I think we’ve all heard the term “comfort food.” We tend to think of things like chocolate cake, candy, chips or even southern fried chicken as comfort food. I talked this past week to a friend of mine who struggles with her weight and she shared the comfort food she had consumed to get through a really tough, emotional week.
As she described herself inhaling amounts greater than what three people would normally consume, she broke down in tears; so frustrated with herself. We both concluded that using the term “comfort” in any way related to what she had done was a paradox.
The truth is—there is nothing comfortable about overindulging and binging on a bunch of things that only hurt you. In fact, when you are done, probably the last thing you feel is comfortable. I remember those days in my own life. So she and I continued to talk about the dangers of emotional eating. And what to do about it.
I have this described as “eating is eating in response to feelings rather than in response to hunger.” And I think there are many reasons we crave food when emotions are running high.
Scientifically and biologically food brings a change in the hormonal levels in the body. These changes actually bring about some sort of relief from what you are feeling. And chocolate, for example, can actually improve feelings of sadness or depression because of the endorphins that are stimulated by the chocolate. So it’s understandable why we use (and abuse) food like we do. But there’s got to be a better way to cope. Agreed?
So how do you avoid overeating when you are feeling emotional? I think the first thing to do is to determine what causes the binges.
For example, do you have the compulsion to overeat right before a big presentation at work? Or when you and your spouse are fighting? Or when the kids are acting especially crazy? Or when finances are tight? Or when you are just exhausted?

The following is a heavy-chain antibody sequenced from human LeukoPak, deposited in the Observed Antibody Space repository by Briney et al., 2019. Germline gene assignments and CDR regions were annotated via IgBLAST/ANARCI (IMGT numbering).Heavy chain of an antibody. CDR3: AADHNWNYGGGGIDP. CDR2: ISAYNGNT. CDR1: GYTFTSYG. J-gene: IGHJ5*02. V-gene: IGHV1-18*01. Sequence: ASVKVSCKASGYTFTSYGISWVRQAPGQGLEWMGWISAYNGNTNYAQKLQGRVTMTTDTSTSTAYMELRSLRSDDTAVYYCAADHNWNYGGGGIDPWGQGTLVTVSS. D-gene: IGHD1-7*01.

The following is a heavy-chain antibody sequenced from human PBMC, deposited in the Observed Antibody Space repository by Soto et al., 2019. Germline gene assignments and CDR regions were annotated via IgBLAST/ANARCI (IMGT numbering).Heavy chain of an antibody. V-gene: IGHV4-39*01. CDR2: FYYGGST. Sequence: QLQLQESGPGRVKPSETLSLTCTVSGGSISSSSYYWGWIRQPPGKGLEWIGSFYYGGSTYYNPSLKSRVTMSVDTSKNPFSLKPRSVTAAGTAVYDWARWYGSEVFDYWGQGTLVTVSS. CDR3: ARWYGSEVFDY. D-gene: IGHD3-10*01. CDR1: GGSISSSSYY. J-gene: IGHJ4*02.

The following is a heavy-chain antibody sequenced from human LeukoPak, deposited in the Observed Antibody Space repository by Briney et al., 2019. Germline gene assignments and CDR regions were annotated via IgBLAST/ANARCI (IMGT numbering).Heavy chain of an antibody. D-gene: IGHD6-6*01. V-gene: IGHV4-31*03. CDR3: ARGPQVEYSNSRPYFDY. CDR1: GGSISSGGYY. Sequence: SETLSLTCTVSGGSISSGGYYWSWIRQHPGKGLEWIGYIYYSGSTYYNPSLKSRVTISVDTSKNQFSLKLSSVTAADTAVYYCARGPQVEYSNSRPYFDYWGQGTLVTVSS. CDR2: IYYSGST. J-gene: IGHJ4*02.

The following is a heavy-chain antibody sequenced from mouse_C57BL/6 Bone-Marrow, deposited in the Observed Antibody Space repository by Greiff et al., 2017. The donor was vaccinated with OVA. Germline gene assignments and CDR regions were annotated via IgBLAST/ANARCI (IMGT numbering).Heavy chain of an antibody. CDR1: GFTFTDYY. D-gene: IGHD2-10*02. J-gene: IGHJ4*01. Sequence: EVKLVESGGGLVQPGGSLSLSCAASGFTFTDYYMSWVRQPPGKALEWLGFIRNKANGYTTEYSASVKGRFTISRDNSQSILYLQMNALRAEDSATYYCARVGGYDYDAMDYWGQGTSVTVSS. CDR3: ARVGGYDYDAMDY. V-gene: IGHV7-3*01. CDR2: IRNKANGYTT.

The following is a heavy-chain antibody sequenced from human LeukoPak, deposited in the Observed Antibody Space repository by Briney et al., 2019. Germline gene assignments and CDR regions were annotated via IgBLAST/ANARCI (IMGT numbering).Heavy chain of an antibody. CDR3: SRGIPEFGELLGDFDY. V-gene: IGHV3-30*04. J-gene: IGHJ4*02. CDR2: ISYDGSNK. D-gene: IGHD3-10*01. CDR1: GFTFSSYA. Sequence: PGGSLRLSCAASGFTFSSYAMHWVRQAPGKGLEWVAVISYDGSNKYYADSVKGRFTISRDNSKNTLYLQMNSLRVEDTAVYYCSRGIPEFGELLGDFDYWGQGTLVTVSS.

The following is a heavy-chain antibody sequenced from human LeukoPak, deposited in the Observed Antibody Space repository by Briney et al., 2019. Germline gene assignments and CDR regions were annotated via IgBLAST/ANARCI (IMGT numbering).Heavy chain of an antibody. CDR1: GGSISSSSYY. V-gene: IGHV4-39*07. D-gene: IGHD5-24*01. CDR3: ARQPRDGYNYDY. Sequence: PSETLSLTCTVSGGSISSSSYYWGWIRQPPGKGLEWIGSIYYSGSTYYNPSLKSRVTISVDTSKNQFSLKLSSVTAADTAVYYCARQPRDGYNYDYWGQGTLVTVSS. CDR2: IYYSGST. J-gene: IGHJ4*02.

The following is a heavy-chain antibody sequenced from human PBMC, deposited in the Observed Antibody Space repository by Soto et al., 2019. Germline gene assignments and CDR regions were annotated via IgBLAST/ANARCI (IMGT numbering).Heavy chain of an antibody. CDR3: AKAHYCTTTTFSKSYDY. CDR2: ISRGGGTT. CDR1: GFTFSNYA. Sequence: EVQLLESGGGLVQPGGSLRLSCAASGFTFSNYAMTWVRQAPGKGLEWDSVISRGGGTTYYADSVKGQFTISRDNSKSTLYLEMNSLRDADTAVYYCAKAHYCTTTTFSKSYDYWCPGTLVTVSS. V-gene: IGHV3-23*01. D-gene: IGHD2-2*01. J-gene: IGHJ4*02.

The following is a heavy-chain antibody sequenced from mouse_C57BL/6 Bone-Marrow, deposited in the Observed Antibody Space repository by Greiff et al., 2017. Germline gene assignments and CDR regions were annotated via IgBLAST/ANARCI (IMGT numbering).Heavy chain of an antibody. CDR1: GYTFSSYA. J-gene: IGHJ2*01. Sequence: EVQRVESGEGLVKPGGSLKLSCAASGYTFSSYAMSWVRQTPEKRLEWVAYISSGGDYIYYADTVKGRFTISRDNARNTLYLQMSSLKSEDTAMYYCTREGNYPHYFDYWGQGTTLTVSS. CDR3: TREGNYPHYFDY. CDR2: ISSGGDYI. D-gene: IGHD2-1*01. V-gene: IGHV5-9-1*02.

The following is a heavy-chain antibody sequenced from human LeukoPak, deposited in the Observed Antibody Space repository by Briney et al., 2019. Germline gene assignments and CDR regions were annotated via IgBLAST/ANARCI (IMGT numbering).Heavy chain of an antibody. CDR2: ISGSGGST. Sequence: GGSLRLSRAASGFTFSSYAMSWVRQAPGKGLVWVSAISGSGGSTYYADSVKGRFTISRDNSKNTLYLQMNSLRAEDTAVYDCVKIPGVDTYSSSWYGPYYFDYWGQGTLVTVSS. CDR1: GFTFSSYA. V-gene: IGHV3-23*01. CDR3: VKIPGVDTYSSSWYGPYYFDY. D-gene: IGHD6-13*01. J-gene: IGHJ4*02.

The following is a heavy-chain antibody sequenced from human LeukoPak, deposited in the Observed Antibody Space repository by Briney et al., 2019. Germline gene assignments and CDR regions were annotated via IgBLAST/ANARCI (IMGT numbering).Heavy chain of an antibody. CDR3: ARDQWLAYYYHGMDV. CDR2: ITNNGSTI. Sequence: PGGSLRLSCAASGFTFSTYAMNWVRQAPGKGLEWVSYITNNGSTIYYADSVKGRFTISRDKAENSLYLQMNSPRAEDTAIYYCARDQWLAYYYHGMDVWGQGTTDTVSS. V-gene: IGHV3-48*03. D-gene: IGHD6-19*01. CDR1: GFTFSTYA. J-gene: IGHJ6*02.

It seems to me that the most common triggers for emotional eating seem to be stress, anxiety, fear, anger, fatigue or insecurity. Another cause of emotional eating is boredom. And you know the remedy to that. Get off the couch and get moving! Physical activity brings with it so many positive results.
Once you recognize the situations that make you feel like overeating then it may be easier to brace yourself against it. In other words, if you are aware of the cause, you can prepare to fight it better.
I would also suggest identifying your “comfort foods” and then refusing to have them in the house! Hopefully the harder it is to get your hands on them, the less likely you will be to stuff them in your mouth.
As with everything in life, we’ve got to be deliberate in the choices we make. It’s not always easy. And while food can be a temporary detractor from worries or negative feelings, remember abusing food can also bring with it feelings of guilt and additional stress related to obesity and health problems.
If you have an issue with emotional eating and you want to break the cycle, don’t just sweep it under the rug and let your health and well-being pay the price. Try practical things when you have the overwhelming urge to overeat, like going for a walk or talking to a friend, or even just drinking a glass of water. (Water is a great way to fill your stomach and make you feel less empty.) And don’t forget the spiritual side of any battle. You can call on your faith to help you overcome any obstacle.
So the next time you are feeling a little weary and are afraid you will be guilty of emotional overeating say a little prayer. And then just say to yourself…”step away from the cake.”